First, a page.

For William Wordsworth, the Lake District was a “national property” for all to enjoy. But what the poet, a teetotal, would have made of the first whiskey distillery in the area for more than 100 years is hard to tell.
The Lakes Distillery is set to open on the edge of the picturesque Bassenthwaite Lake in a converted Victorian model farm. The £2.5 million venture aims to produce around 300,000 bottles of single malt whiskey a year and create 27 jobs.
A consortium of private investors, headed by Paul Currie, co-founder of the Isle of Arran distillery in Scotland, hope the distillery will be operational by December.
Explaining the choice of location, Currie said: “The water is ideal, flowing from a source at Sprinkling Tarn - one of the most beautiful tarns, or lakes, in Cumbria – through the foothills of Scafell Pike which are rich in peat and will give the whisky its unique flavour and depth. Combine that with the purity of the air and you have the perfect raw ingredients for distilling whisky.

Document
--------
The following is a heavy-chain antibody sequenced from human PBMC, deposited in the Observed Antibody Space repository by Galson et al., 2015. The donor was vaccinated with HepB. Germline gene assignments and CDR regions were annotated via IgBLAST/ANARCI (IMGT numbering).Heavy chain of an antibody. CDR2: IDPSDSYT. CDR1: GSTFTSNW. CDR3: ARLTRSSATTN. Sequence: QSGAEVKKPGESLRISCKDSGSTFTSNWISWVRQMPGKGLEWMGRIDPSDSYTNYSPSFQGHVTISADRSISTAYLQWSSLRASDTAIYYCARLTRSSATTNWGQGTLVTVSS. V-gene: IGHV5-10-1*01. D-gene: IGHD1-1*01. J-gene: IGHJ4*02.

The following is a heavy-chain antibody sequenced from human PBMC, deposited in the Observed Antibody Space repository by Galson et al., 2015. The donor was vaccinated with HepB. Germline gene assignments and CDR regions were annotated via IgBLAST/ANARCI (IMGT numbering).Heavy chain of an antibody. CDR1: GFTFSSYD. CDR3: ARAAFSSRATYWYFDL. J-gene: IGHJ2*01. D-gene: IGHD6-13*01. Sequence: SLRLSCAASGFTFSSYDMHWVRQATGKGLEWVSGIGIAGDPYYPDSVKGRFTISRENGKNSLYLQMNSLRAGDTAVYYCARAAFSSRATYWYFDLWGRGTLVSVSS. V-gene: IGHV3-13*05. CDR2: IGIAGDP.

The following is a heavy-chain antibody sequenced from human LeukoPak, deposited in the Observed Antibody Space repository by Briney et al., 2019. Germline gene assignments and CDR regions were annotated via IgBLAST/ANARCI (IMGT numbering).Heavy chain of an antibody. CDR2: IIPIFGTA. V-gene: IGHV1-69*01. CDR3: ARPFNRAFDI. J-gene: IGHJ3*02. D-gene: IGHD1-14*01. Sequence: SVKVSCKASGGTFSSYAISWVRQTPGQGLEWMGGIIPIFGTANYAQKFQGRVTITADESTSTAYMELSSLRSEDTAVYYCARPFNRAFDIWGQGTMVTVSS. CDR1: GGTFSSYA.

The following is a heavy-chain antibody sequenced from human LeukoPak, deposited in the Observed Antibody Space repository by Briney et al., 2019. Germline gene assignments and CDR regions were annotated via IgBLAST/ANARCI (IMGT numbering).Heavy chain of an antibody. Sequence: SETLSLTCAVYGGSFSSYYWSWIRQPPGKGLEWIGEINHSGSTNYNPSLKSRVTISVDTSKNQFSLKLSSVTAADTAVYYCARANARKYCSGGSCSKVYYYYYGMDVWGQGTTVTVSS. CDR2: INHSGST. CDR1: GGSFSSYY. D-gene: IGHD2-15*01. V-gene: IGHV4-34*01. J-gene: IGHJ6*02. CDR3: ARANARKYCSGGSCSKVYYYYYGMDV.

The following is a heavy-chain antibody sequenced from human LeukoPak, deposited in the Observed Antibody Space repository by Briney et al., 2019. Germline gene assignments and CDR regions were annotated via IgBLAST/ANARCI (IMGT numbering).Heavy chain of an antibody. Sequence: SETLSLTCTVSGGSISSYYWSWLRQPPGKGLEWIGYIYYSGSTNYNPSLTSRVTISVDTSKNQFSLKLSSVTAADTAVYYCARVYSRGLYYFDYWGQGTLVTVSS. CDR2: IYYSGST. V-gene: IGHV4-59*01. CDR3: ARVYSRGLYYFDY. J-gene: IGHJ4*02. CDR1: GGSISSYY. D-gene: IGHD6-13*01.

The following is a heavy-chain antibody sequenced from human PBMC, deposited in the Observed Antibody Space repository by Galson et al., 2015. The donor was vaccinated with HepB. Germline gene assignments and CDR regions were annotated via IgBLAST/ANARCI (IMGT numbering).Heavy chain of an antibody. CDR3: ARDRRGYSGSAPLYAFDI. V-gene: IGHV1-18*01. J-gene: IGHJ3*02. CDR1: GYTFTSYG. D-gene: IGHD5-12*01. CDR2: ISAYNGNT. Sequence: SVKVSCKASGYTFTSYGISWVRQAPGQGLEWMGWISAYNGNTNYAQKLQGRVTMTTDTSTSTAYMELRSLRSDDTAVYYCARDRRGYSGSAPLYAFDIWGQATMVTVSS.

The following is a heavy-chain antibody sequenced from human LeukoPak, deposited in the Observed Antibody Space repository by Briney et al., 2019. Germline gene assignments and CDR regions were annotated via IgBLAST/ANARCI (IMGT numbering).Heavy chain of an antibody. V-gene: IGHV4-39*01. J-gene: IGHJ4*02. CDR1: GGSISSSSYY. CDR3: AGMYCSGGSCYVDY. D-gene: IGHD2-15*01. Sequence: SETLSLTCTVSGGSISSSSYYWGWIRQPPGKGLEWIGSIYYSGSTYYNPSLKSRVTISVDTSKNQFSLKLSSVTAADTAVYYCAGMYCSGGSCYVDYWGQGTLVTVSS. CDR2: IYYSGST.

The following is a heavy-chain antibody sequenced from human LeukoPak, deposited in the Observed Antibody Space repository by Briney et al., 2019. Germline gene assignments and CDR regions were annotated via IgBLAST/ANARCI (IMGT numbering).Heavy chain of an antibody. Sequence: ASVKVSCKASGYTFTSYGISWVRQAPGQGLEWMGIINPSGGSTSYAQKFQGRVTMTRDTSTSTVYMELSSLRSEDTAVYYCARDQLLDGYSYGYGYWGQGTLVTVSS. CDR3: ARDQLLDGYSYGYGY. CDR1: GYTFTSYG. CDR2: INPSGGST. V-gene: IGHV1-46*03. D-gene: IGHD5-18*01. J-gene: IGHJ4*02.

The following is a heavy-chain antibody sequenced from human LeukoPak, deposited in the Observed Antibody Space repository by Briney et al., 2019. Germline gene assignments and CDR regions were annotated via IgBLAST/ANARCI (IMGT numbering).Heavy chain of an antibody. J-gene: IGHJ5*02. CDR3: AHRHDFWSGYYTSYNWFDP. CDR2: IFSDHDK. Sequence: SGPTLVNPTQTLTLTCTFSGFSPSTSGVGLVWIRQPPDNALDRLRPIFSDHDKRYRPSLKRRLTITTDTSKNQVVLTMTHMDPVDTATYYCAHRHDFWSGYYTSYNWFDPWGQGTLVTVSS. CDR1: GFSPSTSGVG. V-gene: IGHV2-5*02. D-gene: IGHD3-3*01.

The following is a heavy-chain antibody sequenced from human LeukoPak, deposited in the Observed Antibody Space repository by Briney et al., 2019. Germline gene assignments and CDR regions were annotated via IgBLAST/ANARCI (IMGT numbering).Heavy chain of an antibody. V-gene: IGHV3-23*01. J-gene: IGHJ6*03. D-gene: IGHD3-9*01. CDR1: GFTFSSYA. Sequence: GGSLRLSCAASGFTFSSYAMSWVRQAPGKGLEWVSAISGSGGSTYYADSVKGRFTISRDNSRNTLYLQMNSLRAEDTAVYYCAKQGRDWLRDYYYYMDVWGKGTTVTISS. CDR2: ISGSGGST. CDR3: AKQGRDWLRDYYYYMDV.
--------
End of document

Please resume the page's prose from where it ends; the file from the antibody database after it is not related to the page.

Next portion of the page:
“We are delighted to be bringing this ancient tradition back and are confident we will be able to produce an outstanding single malt. It is also our intention that the distillery will become one of the biggest tourist attractions in the Lakes.”
Despite stalling last year, Scotch whisky exports have increased dramatically over the past decade - up 190% to £778m. An increasing percentage of which goes to emerging markets like China, keen for luxury products seen to hold status and heritage.
Cumbria, which used to be part of Scotland, has a rich history of bootlegged whiskey production, however, the Lakes Distillery will be the first legal operation.